An image of a ‘matador’ Smurf figurine on the big screen over the performance space is accompanied by text claiming it was sold through eBay for £75 pounds. More items, more sales. Shortly eBay PowerSeller AC Dickson emerges to the power riff of the Survivors’ early 80s hit, Eye of the Tiger. He’s not sporting a red cape, but shows the right exuberance as he punches the air, almost in time; he is here to take on something much bigger than a bull—the world, or so he claims.
The first of the 4 presentations that comprise Inbetween Time’s Lecturama series was corporate seminar, self-help meeting and edutainment all rolled into one. This was educational, particularly for the eBay novices (including myself) that surprisingly made up the majority of the audience. Doubt was already heavy in the air as increasingly high figures appeared; £250,000 for a round of golf with Tiger Woods—“I don’t believe that” exclaimed the person next to me. These doubts were central to the intrigue and confusion surrounding ‘AC.’
A female assistant, Susan Beal, checks the computer before introducing AC, assuring us that we are in for a “real treat.” AC appears on the screen for a preamble-cum-pep talk, using every bad transition in the film-editing book in images of walking down the street, ‘emerging’ from a swim, or at home, tennis racket in hand.
“Let’s get this party started!” The espresso on the way in starts to make sense as AC arrives, pumping up the crowd, heading straight into a show of hands. “Do you want to have more money? Do you want to have more free time? Do you want to make the world a better place?” Arms hesitantly, but fairly unanimously go up. He pre-empts the sniggers, explaining how eBay is “paving the way to world peace.” Whilst this may seem vaguely ludicrous, AC has a fair stab at explaining the thinking behind this belief, discussing the global marketplace and eBay’s potential to escape the corporation. “Nation building” may be stretching it, but I can see how it could be deemed a type of “personal empowerment.”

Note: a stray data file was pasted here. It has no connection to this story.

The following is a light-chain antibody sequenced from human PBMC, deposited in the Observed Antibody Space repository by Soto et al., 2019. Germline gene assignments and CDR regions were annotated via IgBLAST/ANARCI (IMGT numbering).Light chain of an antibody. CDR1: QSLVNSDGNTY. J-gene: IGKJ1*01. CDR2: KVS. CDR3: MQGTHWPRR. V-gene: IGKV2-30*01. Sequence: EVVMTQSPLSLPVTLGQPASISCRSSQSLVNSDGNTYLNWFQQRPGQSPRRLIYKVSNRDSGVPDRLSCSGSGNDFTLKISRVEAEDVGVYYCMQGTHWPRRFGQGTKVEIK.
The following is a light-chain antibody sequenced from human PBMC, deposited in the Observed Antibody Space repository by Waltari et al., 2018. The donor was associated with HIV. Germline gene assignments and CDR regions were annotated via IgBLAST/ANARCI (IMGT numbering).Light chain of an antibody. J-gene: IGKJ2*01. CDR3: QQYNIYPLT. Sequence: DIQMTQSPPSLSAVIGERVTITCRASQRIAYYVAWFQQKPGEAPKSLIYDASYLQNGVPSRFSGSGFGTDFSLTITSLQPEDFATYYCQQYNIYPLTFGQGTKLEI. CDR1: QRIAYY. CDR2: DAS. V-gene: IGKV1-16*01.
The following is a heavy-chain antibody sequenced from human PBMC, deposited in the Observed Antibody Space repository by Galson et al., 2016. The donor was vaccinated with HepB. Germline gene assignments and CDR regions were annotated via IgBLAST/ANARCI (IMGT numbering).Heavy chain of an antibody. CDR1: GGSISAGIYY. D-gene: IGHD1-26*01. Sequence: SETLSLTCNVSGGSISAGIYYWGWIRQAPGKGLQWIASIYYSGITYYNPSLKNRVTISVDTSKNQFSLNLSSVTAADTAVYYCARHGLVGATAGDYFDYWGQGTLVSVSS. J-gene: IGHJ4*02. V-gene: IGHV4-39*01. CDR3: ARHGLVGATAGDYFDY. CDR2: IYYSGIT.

AC takes us through the basics of using the eBay site, eBay etiquette and eBay slang; I certainly felt like I was learning. The patter of his speech, with its Mr Garrison “m’kay”, hypnotically encourages us to go straight home and sign up to the eBay community: if you are already a seller then aim to be a PowerSeller; if you’ve only bought then now is the time to sell; and for people like me, this is your chance to join up.
The climax involves the final countdown on a selection of AC’s photographs of moon-landing astronauts selling live on eBay. As the clock ticks by AC introduces his usual celebratory ritual, the “dancing shoes”, a collection of dance moves. Daft Punk plays over the PA and AC circles the space casually mimicking the Michel Gondry video for the same track. As each item ‘pops off’ (the eBay slang for a last minute flurry of bids to increase the selling price), he grows increasingly excited and encourages others to join him on the ‘dance floor.’
It would have been so easy to satirise the whole eBay world, and this was definitely in the mix, but fortunately it wasn’t that clear cut. AC Dickson’s eBay Powerseller left me doubting a number of assumptions. I would expect that most came not believing that Andrew Dickson was actually a PowerSeller moving more than $1000 of goods in a month, but any doubts I had made me more willing to go with it. I am now registered with eBay, having just received my first email telling me that I have “won” my first purchase, the prize that went online as part of the presentation, an evening out with AC himself. I am certainly not fully converted, but maybe, just maybe, tonight is the night that I will be convinced of the power of the PowerSeller.
This review was originally published online by RealTime (www.realtimearts.net) as part of a hybrid arts reviewing workshop for Arnolfini’s InBetween Time festival Feb 1-5, 2006 (www.arnolfini.org) and is reproduced with the permission of the writer and the publisher.